Carl Djerassi, a chemist whose research resulted in the development of the oral contraceptive, did extensive work on the structure of steroids and also patented one of the first antihistamines, passed away at the age of 91 due to complications from liver and bone cancer, as reported by the Jewish Press.
In 1951, Djerassi worked along with Mexican scientist Luis E. Miramontes and George Rosenkrantz to invent progestin norethisterone. This invention was essential to the creation of the oral contraceptive, since progesterone could not remain effective when taken orally.
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Djerassi was also known for his literary work, including the “science-in-fiction” genre, which unlike the science fiction designation, deals with scientists and their work. Best known among his novels are titles such as Cantor’s Dilemma, whose protagonist is Dr. Cantor and Chemistry in Theater: Insufficiency, Phallacy or Both?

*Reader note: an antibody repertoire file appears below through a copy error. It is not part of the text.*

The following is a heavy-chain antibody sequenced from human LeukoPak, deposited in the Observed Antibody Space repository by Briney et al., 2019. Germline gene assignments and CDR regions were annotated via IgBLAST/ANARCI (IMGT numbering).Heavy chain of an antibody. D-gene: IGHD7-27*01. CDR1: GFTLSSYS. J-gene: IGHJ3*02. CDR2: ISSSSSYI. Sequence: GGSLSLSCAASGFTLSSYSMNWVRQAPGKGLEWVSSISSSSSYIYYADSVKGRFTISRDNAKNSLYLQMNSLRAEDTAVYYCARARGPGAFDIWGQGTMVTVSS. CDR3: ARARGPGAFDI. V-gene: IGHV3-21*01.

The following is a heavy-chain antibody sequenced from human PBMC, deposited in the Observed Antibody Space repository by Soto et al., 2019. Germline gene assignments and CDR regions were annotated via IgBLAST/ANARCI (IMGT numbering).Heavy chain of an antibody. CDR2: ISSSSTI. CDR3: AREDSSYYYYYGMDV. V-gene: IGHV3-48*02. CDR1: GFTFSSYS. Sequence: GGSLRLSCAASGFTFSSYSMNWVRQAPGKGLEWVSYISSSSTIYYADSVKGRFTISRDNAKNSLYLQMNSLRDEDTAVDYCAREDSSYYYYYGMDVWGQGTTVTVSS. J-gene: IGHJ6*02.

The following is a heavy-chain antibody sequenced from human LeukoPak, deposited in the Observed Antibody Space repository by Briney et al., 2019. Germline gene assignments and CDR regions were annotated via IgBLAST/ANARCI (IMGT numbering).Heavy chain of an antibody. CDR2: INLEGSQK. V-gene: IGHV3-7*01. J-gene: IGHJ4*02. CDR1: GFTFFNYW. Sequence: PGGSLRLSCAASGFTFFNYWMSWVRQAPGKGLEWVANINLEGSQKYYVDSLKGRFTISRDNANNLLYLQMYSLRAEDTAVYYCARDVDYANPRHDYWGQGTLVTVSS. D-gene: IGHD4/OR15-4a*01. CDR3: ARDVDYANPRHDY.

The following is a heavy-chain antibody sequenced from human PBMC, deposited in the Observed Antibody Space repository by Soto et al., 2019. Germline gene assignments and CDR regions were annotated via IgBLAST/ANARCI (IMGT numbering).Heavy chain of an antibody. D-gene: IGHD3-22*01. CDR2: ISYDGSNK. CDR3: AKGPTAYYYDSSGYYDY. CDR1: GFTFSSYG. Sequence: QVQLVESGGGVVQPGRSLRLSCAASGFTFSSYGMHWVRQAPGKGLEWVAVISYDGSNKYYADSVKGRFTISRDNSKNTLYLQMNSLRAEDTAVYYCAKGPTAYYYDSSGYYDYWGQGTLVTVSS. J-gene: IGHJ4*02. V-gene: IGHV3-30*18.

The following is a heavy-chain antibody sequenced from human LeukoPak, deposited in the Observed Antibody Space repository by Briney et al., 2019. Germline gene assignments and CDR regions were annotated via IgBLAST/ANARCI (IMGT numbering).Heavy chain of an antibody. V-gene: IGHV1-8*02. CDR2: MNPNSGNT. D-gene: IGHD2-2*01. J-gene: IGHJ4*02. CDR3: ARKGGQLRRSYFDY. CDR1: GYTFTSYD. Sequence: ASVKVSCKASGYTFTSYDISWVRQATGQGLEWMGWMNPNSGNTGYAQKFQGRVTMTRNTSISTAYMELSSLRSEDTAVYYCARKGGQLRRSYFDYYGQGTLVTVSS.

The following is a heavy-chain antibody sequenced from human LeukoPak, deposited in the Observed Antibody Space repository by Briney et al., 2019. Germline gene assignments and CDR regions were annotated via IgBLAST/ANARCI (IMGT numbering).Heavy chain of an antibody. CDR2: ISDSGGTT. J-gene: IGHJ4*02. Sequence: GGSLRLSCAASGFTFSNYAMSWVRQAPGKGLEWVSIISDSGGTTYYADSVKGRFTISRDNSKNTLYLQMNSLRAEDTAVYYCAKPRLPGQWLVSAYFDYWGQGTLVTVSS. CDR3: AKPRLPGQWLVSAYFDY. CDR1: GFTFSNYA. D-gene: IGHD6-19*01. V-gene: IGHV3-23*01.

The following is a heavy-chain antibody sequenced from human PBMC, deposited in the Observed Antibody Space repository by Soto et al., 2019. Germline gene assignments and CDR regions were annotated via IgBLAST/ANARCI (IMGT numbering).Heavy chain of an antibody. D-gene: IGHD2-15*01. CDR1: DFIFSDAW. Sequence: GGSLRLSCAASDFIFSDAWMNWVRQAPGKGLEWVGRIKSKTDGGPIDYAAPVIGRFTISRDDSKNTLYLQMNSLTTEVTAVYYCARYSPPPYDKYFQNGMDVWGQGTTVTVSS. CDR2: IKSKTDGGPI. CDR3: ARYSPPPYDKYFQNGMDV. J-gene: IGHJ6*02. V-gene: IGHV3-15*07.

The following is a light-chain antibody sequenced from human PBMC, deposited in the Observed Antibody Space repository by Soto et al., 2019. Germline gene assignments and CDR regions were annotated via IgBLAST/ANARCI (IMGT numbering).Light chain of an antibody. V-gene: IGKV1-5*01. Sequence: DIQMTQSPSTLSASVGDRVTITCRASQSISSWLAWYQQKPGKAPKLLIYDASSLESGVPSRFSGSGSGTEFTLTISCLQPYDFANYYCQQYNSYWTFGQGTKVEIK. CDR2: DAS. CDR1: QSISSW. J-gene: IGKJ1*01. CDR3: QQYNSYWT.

Carl Djerassi was born in Vienna to Jewish parents. His father Samuel was a dermatologist and specialized in sexually transmitted diseases and his mother, Alice Friedman, was a dentist and a physician. His parents divorced and Carl learned at the same realgymnasium Sigmund Freud had attended. Carl’s father and mother remarried to make it easier for Carl and his mother to escape the Nazis, and the mother and son fled to Bulgaria, where they were safe from Nazi deportation.
In 1939, Djerassi arrived with his mother to the United States, and his father emigrated ten years later. He attended Kenyon College in Ohio where he graduated summa cum laude. In 1949, Djerassi became associate director of research at Syntex in Mexico City, where his findings were revolutionary in the development of the birth control pill.
Carl Djerassi gave generously to the arts, and established the Djerassi Artists Residency. He had his ranch transformed into space for artists to work and moved to a lift in San Francisco.